51. Frankel J, Turf R, Miller GA. Occult fractures of the talus. J Foot Surg. 1992;31(6):538-543. Review/Other-Dx 1 patient A case presentation of a severe ankle sprain in which the patient was nonresponsive to routine therapies is presented. No results stated in abstract. 4
52. Mickel TJ, Andersen R, Keeling J, McKenna P. Occult talar neck fracture associated with talar avulsion diagnosed by MRI: a case report. Foot Ankle Int. 2008;29(9):956-958. Review/Other-Dx 1 patient A case presentation of a nondisplaced (Hawkins I) fracture of the talar neck not visible on radiograph and CT. MRI was found to be a very useful diagnostic tool in the patient with an occult Hawkins I fracture of the talar neck. MRI was able to diagnose this injury and provide therapy to prevent progression to an injury with a much worse prognosis. 4
53. Boon AJ, Smith J, Laskowski ER. Snowboarding injuries: general patterns, with a focus on talus fractures. Phys Sportsmed. 1999;27(4):94-104. Review/Other-Dx N/A To review general patterns of snowboarding injuries, with a focus on talus fractures. No results stated in abstract. 4
54. Judd DB, Kim DH. Foot fractures frequently misdiagnosed as ankle sprains. Am Fam Physician. 2002;66(5):785-794. Review/Other-Dx N/A To review foot fractures which are frequently misdiagnosed as ankle sprains. CT scans or MRI may be required because these fractures are difficult to detect on plain films. 4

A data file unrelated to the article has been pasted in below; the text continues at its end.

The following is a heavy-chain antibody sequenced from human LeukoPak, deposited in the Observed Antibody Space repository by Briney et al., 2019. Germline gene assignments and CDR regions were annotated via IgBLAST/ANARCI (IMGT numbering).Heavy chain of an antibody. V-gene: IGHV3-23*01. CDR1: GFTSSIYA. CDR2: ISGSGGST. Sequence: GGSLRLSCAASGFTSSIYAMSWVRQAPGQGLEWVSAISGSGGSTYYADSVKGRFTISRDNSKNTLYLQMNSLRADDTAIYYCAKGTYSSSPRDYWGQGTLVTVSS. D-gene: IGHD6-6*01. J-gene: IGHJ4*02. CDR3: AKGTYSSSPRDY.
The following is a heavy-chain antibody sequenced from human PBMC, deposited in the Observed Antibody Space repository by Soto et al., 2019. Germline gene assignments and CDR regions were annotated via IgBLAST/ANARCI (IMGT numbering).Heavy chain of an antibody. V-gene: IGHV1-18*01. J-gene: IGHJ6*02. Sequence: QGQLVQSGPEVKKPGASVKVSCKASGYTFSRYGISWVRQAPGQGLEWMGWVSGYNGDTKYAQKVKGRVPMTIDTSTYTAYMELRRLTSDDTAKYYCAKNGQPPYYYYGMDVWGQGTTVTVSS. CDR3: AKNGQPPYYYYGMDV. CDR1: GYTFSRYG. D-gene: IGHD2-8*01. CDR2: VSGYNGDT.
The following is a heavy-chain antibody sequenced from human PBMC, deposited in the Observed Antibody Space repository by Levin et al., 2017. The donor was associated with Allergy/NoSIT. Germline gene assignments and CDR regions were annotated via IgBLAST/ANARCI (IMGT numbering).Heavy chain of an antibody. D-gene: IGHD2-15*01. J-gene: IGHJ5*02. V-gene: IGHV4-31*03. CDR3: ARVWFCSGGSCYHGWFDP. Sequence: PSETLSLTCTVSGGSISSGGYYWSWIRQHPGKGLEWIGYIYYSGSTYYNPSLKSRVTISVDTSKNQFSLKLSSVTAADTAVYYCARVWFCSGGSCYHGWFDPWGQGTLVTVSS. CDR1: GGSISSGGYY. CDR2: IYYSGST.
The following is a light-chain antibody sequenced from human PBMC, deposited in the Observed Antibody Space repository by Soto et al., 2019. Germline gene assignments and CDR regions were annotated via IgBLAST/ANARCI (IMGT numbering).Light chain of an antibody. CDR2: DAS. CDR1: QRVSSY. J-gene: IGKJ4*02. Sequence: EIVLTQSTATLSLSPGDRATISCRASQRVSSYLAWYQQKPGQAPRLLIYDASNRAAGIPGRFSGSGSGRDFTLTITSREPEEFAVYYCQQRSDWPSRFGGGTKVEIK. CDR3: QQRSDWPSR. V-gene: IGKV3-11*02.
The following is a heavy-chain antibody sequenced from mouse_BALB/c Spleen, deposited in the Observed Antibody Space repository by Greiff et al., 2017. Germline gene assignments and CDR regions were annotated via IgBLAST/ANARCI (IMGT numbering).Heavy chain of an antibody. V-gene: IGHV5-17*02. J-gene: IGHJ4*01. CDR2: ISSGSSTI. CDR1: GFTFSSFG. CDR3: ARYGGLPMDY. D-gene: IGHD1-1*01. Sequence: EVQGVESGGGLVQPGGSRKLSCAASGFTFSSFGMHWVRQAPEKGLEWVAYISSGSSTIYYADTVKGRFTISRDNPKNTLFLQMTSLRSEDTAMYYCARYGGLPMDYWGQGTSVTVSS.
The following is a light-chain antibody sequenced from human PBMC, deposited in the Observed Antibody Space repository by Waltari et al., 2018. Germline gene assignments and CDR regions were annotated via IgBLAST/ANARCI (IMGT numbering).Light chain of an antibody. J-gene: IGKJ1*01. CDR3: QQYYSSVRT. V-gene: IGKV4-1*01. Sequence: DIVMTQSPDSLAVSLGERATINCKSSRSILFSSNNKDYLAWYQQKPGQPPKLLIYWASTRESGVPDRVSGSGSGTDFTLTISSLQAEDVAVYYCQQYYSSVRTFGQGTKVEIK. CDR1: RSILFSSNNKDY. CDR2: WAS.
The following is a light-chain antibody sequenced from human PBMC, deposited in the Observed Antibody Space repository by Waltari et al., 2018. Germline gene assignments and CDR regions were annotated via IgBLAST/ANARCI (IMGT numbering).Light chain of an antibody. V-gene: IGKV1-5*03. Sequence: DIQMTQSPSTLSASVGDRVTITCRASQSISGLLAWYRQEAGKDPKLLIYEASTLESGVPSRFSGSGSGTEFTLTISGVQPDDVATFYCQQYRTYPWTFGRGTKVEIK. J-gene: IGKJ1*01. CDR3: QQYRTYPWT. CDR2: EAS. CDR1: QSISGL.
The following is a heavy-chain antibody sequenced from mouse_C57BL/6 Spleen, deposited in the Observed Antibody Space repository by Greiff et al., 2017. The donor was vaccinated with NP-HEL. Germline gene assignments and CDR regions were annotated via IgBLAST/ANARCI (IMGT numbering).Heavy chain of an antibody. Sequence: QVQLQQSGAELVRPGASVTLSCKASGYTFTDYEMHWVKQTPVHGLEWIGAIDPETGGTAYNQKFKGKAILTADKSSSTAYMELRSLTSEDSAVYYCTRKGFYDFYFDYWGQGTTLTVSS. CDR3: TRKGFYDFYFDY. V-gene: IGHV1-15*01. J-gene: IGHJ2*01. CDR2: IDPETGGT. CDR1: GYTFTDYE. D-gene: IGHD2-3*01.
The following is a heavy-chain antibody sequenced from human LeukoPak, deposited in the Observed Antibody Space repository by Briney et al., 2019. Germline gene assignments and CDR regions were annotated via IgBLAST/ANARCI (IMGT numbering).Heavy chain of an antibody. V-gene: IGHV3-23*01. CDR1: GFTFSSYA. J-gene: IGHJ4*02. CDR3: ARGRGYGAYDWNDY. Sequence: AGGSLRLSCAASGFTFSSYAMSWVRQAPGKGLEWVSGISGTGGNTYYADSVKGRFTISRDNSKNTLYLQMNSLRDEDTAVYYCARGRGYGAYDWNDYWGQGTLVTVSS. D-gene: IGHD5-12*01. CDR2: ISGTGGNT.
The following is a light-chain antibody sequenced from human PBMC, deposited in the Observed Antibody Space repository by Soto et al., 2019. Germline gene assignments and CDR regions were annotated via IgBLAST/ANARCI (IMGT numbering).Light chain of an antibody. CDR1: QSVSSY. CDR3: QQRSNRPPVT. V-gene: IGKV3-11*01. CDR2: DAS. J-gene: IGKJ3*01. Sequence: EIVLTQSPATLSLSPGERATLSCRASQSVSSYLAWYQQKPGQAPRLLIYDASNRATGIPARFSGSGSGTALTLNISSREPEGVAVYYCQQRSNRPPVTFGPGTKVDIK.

55. von Knoch F, Reckord U, von Knoch M, Sommer C. Fracture of the lateral process of the talus in snowboarders. J Bone Joint Surg Br. 89(6):772-7, 2007 Jun. Review/Other-Dx 23 snowboarders To investigate the clinical and radiological outcome after unilateral fracture of the lateral process of the talus in snowboarders with a mean follow-up of 3.5 years (12 to 76 months). The nonoperative group of 7 with a minimally-displaced fracture scored higher (98 points) than the operative group of 16 with displaced or unstable fractures (93 points). In 88% of operative cases, significant concomitant hindfoot injuries were found at operation. All but 8 (35%) patients (6 operative and 2 nonoperative) regained their pre-injury level of sporting activity. Subtalar osteoarthritis was present in 9 (45%) of the 20 patients available for radiological review, including 1 late-diagnosed nonoperative case and 8 operative cases with associated injuries or fracture comminution. The outcome after fracture of the lateral process of the talus in snowboarders is favorable provided an early diagnosis is made and adequate treatment, which is related to the degree of displacement and associated injuries, is undertaken. 4